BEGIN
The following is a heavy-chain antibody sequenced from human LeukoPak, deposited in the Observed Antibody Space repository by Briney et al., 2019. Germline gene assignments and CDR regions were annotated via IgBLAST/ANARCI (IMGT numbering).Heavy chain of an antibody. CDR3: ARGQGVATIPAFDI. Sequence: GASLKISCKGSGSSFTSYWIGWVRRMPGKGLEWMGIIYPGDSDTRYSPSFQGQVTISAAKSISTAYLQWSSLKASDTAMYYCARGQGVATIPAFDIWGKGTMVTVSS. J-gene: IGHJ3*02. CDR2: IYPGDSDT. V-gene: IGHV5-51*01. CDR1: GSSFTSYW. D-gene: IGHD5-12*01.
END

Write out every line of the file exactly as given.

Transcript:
The following is a heavy-chain antibody sequenced from human LeukoPak, deposited in the Observed Antibody Space repository by Briney et al., 2019. Germline gene assignments and CDR regions were annotated via IgBLAST/ANARCI (IMGT numbering).Heavy chain of an antibody. CDR3: ARGQGVATIPAFDI. Sequence: GASLKISCKGSGSSFTSYWIGWVRRMPGKGLEWMGIIYPGDSDTRYSPSFQGQVTISAAKSISTAYLQWSSLKASDTAMYYCARGQGVATIPAFDIWGKGTMVTVSS. J-gene: IGHJ3*02. CDR2: IYPGDSDT. V-gene: IGHV5-51*01. CDR1: GSSFTSYW. D-gene: IGHD5-12*01.